Pamela Tiffin, who appeared in the musical State Fair, the comedy One, Two, Three, and the Paul Newman detective film Harper, died in New York on Friday, according to reports. She was 78.
Tiffin, born in Oklahoma and raised in Chicago, moved to New York to attend Hunter College and start a modeling career in the early 1960s. On a visit to Los Angeles she experienced what every erstwhile star dreams about. She was spotted on the Paramount lot (some reports say the commissary) by producer Hal B. Willis. He cast Triffin, still in her late teens, in the screen adaptation of Tennessee Williams’s play Summer and Smoke, co-starring Laurence Harvey, Geraldine Page, and Rita Moreno. She was nominated for the Best Female Newcomer Golden Globe for the performance.
That same year, 1961, she co-starred in the peak Cold War comedy One, Two, Three, directed by Billy Wilder. Like Wilder’s other leading comediennes Marilyn Monroe and Shirley MacLaine, Tiffin exudes a kind of clumsy sexuality as the uncontrollable “boss’s daughter” under James Cagney’s avuncular watch in West Berlin. Naturally, the Southern belle heiress to the very capitalist Coca-Cola fortune ends up in love with an unwashed Bolshevik played by Horst Bucholtz, launching zingers like “you just tell Daddy I’m on my way to the U.S.S.R. That’s short for Russia.” The performance netted her her second Golden Globe nomination, for Best Supporting Actress.
She followed this up with the role of Margy Frake in the José Ferrer-directed remake of Rogers and Hammerstein’s State Fair. Though not as highly regarded as the 1945 version (and, quite frankly, maybe not the best entry in the R & H resumé to begin with) this film did afford Tiffin the opportunity to look forlorn in a gingham dress during the musical’s loveliest tune, “It Might As Well Be Spring.” (Her voice was dubbed by Anita Gordon.)
At around this time, Tiffin married her first husband, Clay Felkin, then a senior editor at Esquire Magazine. He later co-founded New York Magazine. The following year she appeared in the jet-age comedy Come Fly With Me, in which she co-starred with Dolores Hart and Lois Nettleton as airline hostesses looking for a first class romance. In his New York Times Bosley Crowther referred to Tiffin as a “crazy-cute number … begin[ning] to look like a new Audrey Hepburn.”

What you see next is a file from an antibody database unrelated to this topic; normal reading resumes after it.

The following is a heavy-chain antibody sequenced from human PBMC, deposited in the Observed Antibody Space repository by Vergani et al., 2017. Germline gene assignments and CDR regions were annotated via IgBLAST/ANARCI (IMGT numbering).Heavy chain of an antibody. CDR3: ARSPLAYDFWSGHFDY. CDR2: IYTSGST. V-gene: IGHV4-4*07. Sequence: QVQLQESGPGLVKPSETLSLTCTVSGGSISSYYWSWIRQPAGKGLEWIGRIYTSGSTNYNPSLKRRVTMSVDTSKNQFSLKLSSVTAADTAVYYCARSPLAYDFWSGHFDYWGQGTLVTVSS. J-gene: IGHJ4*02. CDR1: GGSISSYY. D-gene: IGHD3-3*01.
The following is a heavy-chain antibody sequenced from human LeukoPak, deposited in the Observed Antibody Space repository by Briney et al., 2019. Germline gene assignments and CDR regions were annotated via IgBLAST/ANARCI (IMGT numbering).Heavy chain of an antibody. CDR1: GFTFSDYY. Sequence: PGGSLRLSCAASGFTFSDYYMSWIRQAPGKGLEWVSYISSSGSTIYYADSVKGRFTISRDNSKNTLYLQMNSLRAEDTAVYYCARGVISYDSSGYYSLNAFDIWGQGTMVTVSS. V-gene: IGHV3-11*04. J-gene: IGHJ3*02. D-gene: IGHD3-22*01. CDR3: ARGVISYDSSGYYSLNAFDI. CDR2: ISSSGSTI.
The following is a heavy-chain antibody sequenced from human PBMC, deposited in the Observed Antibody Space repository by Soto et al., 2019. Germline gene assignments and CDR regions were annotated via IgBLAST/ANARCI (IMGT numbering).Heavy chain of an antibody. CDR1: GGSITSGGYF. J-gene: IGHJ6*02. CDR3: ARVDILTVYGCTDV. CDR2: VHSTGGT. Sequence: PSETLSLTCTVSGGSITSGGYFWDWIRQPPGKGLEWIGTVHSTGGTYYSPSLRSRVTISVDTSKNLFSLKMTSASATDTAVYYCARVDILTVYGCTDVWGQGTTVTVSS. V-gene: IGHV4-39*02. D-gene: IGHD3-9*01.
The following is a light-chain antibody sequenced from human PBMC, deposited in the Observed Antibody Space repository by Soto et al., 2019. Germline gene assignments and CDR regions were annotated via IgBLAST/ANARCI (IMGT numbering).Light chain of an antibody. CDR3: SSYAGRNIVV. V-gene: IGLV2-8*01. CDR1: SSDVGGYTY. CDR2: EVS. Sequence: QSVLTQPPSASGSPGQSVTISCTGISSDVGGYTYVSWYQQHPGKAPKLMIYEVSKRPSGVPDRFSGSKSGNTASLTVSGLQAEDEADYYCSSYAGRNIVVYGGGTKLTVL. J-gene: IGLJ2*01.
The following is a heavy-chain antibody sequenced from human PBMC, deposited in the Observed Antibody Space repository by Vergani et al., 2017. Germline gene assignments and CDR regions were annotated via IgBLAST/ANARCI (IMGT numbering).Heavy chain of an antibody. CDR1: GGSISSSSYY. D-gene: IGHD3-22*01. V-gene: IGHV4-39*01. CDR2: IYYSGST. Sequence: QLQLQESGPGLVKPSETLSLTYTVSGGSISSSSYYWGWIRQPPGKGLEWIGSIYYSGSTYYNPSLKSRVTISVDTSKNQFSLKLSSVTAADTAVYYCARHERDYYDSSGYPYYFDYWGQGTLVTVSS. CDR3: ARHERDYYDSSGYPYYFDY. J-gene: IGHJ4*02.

Tiffin next appeared opposite James Darren in two films, For Those Who Think Young and The Lively Set, then as the wide-eyed roommate of Ann-Margaret and Carol Lynley caught in the whirlwind of Euro-romance in the Madrid-set The Pleasure Seekers. She also appeared on Broadway in the role of Kitty Packard in a well-received production of Dinner at Eight.
Her career starting segueing into European productions, but not before one last Hollywood hit in 1966 as the young seductress in Paul Newman’s hard-boiled detective picture Harper. This film has one of the better trailers of the era.
Tiffin relocated to Italy by the late 1960s, where she married her second husband, Edmondo Danon, whose father, Marcello Danon, co-wrote and produced La Cage aux Folles, among other international hits. She was featured in the February 1969 issue of Playboy in a pictorial called A Toast to Tiffin. Lorrie Menconi was the centerfold and Nancy Chamberlain was on the cover. Others in that issue included Mort Sahl, Woody Allen, J. Paul Getty, and Nat Hentoff. What a time.
She then appeared in a string of Italian films, effectively retiring in 1974 at the age of 32. She and Danon had two daughters, Echo and Aurora. Echo bravely spoke out during the #MeToo movement in 2017 about her experiences with director James Toback.
— The Crown: The True Story of the Queen’s Institutionalized Cousins— A Real-Life Chess Champion Talks The Queen’s Gambit— Prince Andrew’s Most Appalling Real-Life Antics Were Left Out of The Crown— Review: Hillbilly Elegy Is Shameless Oscar Bait— Inside the Obstinate Life of Bette Davis— The Crown: What Really Happened When Charles Met Diana— Diana’s Relationship With Princess Anne Was Even More Rocky Than in The Crown— From the Archive: Bette Davis on Her Failed Marriages and the Man Who Got Away— Not a subscriber? Join Vanity Fair to receive full access to VF.com and the complete online archive now.